Evaluating the simplicity and complexity of IoT solutions
Admittedly, until I read Wayne Brisson’s recent blog, I had never heard of Ockham nor his razor until recently. Yet strangely, I find real truth in his theory based on our own IIoT journey. Ockham’s Razor” says that with other things being equal, simplicity trumps complexity. For us, simplicity has come to mean a single managed source for all our monitored IoT Reliability Activities.
Once our Reliability Engineers understood the value that IoT solutions could bring to the plant, the discussions turned to how could we translate “hype” into practical application and we began and continue to explore possible solutions. We were approached by several companies selling what are often called “nanoapps” – applications with a very tight singular focus on a particular type of asset and/or use case. The allure of these applications are that they appeared to be a quick plug and play solution. Key here is “appeared to be”.
As we dug into these solutions and discussed all of the alternatives, we came to the conclusion that solutions had 3 attributes:
- “Right” – The best quality solutions for our needs
- “Fast” – A ready now solution
- “Cheap” – A low cost
These “nanoapps” appeared to meet the “Fast” and the ”Cheap”, but we began to question whether they were the “Right” solution for scalability… and were they really as “cheap” as we thought?
For us, we had a definite idea of what “right” meant to us:
- Transferable – What works in one plant must be able to work in other plants.
- Scalable – We have large complex manufacturing lines.
- Effective – Must Reduce Maintenance Costs or increase Uptime.
- Be part of our Overall Asset Management Strategy, which is to:
- Communicate with our CMMS – Maximo
- Add in multiple sources of data
- Minimize adding parts or complexity to our plants
- Must be managed and maintained within our Maintenance Business Operation
- All information must be owned and managed by us!
- Meet our Information Technology Security Systems (Eliminate possibility of hacking via an IoT device)
- This limits outside access to our systems
In reviewing these “nanoapps” for being the “right” Solution, the following issues came up:
- Access – They use proprietary software and communication protocols – we are denied access.
- Sensor Redundancy – They require additional proprietary Sensors (even if we already check for vibration, we would need to use their sensors) – we would need to add redundant sensors where we already have sensors.
- Security – They use “over the Air” and “cellular” connectivity to our machines – this violates our IT Security Protocols.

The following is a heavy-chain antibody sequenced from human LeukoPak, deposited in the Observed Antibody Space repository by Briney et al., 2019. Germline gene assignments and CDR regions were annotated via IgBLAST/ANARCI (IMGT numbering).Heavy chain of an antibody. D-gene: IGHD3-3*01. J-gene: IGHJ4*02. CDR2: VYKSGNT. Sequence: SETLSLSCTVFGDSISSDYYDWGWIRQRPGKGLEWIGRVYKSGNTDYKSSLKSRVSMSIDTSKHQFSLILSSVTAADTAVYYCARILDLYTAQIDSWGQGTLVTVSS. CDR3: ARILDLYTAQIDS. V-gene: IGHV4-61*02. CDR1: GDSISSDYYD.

- Work Automation – Data results requires someone to review – we are interested in the “Dark Control Room” concept, we do not want to add work.
In reviewing “nanoapps” for being “cheap” we uncovered multiple challenges:
- Each “nanoapp” requires a separate connection to our CMMS.
- In some cases, this had to be repeated per plant.
- Upon reviewing the Cost for 10 sensors, we needed –
- Monitoring Hardware
- Gateway hardware
- Hardware License
- Gateway License
At about the 30 to 40 sensor mark, “nanoapp” costs are no longer “cheap” and we still can’t see the data or take advantage of our existing sensors or other CBM data, like outside oil analysis or additive information such as production data.
We began to see a rising complexity and cost as we contemplated the implementation of these “simple nanoapps”. We came to the conclusion that while “nanoapps” might have an application if you have a single issue on a couple of machines, they were not practical for us when looking at a manufacturing line that has more than 10 different equipment locations needing multiple sensors to manage, with multiple use cases. At my company, I believe Ockham’s theory would say that the simplest path is to eliminate the complexity and manage multiple sources of information from 100’s of assets, perhaps 1000’s of different sensors or PLCs, tied to our CMMS via one platform…. and that is the “right” path for us that we are pursuing.
ABOUT THE AUTHOR
Nikolaus Despain, CRL is the Director of Maintenance at a large manufacturer. He has over 25 years of experience in Food Manufacturing. During his career he has help various plant positions in Operations, Engineering and Maintenance – including Maintenance Supervisor, Project Engineer, Maintenance Manager, and Plant Manager. He has led several company-wide project teams in evaluating, selecting and implementing various maintenance reliability programs (CMMS, EAM, PM, PdM, TPM, RCA and CBM). In his current role he is responsible for multiple plant Maintenance and Technical Asset Performance. He works with corporate and plants in driving Continuous Improvement projects and an integrated Asset Management program. He is also responsible for all Maintenance, PSM, and RMP activities.